Gunnar Blohm

Gunnar Blohm's picture
Centre for Neuroscience Studies
Department of Biomedical and Molecular Sciences

Co-director of the Association for Canadian Neuroinformatics and Computational Neuroscience (CNCN):

Principal organizer of the annual summer school in Computational Sensory-Motor Neuroscience (CoSMo):

Gunnar BLOHM is an Associate Professor for Computational Neuroscience in the Departments of Biomedical and Molecular Sciences, Psychology, Mathematics & Statistics and the School of Computing at Queen’s. Dr Blohm is an international expert in computational neuroscience, best known for his ground-breaking work on sensory-to-motor transformations and the interaction between different motor systems. He uses mathematical modelling in conjunction with behavioural experimentation, clinical investigations and neuroimaging to gain deep insight into brain function. He has published numerous influential papers introducing conceptually novel ideas that have had a broad impact within the field of sensory-motor neuroscience. This has earned him an Associate Editor position at the best scientific journal in his field, PLoS Computational Biology. His work has been awarded an Ontario Early Researcher Award.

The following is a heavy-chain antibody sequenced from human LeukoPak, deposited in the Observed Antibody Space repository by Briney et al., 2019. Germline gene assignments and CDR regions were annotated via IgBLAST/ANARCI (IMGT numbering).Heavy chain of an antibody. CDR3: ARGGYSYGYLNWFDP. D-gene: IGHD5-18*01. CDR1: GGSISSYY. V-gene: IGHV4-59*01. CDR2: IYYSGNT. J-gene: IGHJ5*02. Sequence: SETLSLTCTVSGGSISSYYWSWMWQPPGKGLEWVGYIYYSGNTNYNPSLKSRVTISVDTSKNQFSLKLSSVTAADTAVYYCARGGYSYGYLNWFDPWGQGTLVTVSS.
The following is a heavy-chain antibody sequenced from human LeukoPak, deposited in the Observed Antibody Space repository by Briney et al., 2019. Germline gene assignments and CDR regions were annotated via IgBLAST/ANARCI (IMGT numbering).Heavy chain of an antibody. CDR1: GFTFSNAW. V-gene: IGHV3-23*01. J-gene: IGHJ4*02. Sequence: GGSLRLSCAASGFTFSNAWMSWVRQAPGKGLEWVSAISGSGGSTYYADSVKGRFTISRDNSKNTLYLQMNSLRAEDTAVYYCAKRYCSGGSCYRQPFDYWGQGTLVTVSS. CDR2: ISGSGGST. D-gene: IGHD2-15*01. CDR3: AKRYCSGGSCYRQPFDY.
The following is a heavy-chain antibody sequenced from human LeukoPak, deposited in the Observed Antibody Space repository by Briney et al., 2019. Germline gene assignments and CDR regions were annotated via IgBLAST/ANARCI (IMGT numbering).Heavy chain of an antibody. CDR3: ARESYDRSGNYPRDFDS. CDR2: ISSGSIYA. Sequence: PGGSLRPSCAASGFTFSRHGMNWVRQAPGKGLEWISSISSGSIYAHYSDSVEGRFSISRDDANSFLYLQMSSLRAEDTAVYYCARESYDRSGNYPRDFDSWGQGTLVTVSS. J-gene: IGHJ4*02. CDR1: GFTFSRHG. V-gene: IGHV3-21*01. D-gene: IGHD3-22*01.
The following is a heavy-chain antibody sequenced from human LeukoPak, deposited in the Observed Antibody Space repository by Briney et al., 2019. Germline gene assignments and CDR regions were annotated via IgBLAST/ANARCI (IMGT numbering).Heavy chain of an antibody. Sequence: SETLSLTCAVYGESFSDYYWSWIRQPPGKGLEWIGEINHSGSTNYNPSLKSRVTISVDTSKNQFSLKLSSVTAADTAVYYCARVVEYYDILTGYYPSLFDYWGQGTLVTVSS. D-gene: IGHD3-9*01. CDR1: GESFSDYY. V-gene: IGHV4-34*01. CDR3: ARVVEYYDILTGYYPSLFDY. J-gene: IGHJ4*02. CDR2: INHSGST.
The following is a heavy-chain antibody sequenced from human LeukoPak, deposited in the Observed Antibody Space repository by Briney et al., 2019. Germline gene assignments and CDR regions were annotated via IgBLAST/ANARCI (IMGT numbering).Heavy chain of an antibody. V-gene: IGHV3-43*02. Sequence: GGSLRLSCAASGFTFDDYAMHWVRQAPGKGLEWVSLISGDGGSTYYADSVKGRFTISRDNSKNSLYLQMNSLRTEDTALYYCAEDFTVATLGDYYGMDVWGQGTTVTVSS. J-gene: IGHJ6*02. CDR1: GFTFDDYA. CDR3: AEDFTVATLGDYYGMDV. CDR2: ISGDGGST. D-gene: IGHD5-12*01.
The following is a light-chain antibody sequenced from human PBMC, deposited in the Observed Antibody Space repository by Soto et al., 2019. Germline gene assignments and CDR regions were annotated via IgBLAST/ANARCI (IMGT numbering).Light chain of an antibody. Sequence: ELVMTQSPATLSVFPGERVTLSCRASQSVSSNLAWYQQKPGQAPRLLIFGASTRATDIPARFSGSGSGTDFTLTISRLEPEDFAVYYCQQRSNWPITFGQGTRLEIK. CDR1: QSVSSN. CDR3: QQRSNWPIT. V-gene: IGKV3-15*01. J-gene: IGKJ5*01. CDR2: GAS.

Dr Blohm is also known for his leadership in the research community. He is the founder and main organizer of the externally sponsored international summer school in Computational Sensory-Motor Neuroscience (CoSMo), which has been tremendously successful and is recognized as an outstanding training opportunity for exceptional students from all major labs in his field. In addition, Dr Blohm is the co-founder and co-director of the Association for Canadian Neuroinformatics and Computational Neuroscience (CNCN). The goal of CNCN is to provide research tool and to promote theory-experiment collaborations leading to more efficient knowledge advancement and translation. Under Dr Blohm’s leadership, CNCN will soon become a full-fledged society with professional services and yearly workshops promoting neurocomputation to accelerate health research.